Wednesday, September 29, 2010

Vote for my Boss

Hi there, Snowman enthusiasts.

Take a minute, if you can, and vote for my boss in this video competition hosted by Crain's Chicago Business. He's the one labeled The Sky's The Limit, by Irv Shapiro--it's about a third of the way down the page.

There's no registration or log-in required.

Thank you.

Sunday, September 26, 2010

Video Essay of the Week

Jim Emerson on the shared physical memory of Mad Men, also featuring the gaze. (Spoilers through season 4, episode 9.)

Beautiful Girls (and Mad Men): Ghosts of the 37th Floor from Jim Emerson on Vimeo.

His comments here are also worth reading.

Wednesday, September 15, 2010

The Pale King Cover

Two things to note about the cover of DFW's latest (last?) book, The Pale King.
  1. In publishing, it's kinda a big deal to have the author's name in bigger print than the book's title. DFW's been at this for a while.
  2. The cover is designed by DFW's widow, Karen Green.
The book, set largely in an IRS tax-processing center, will be released on April 15, 2011. Seven months.

[via The Howling Fantods!, naturally]

    Sunday, September 12, 2010

    Paragraph of the Week

    From David Foster Wallace's Kenyon Commencement Speech, two years to the day of his suicide:

    As I'm sure you guys know by now, it is extremely difficult to stay alert and attentive, instead of getting hypnotized by the constant monologue inside your own head (may be happening right now). Twenty years after my own graduation, I have come gradually to understand that the liberal arts cliché about teaching you how to think is actually shorthand for a much deeper, more serious idea: learning how to think really means learning how to exercise some control over how and what you think. It means being conscious and aware enough to choose what you pay attention to and to choose how you construct meaning from experience. Because if you cannot exercise this kind of choice in adult life, you will be totally hosed. Think of the old cliché about quote the mind being an excellent servant but a terrible master.

    Monday, September 6, 2010

    Paragraph of the Week

    From Ian Frazier's "On the Prison Highway," from the August 30, 2010 edition of The New Yorker:

    Beneath a surface layer of unbelief or Orthodox Christianity, Russia is an animist country. Ordinary physical objects are alive in Russia far more than they are in America, and, however Russia's religious or political currents flow, this native animism remains strong. Trees, streets, utensils, groves, machines--each has its own spirit and its own personality, like the cabin belonging to the witch Baba Yaga that could get up on its chicken legs and run around. A Russian telephone isn't just a phone, it's a being; once, at my friend Alex Melamid's mother's apartment when I was having trouble dialling her phone, she showed me how, explaining, "He likes to be dialled slowly." In Russia, alarm clocks don't ring; they burst into rooster-crowing.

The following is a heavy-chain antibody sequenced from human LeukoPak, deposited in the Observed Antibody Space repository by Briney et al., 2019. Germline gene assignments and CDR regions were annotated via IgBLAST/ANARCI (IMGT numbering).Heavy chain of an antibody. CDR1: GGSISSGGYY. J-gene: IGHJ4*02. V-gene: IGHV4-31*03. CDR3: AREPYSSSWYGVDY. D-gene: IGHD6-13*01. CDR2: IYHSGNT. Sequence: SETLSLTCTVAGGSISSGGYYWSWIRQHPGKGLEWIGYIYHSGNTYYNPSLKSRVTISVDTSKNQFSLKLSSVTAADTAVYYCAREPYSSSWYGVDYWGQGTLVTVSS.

In Russia the windshield wiper on your car isn't called a mechanical name--it's a dvornik, a word whose more common meaning is "custodian." What we call a speed bump in America the Russians call lezhachii politseiskii, which means "lying-down policeman."

    Sunday, September 5, 2010

    Video Essays: The Wire's Opening Credits and Man Men's Visual Style

    Looking back, the thing I liked most about Phillips' description of Pele from two posts ago is that it felt very much like a video essay, just with the commentary separated from the video, in this case taking the form of the paragraph preceding the video. Video essays are one of my favorite things about the internet: the mixing of mediums allows for smart people to demonstrate arguments and theories with the very evidence needed to best convince the reader of the point being made. Phillips did exactly that and this is why I was struck by the beauty of what he accomplished. I only recognized what he did as a video essay in retrospect.

    These essays are perhaps the best form of commentary because it requires the writer to show his work. Video essays are particularly well suited to visual mediums, and there are loads of great ones illuminating films. But the low technological barrier of entry has allowed for some wonderful pieces on serious TV dramas. Here are two examples of what I mean, the first on the visual language of the first two seasons of Mad Men and the second on the opening credits of The Wire's first season.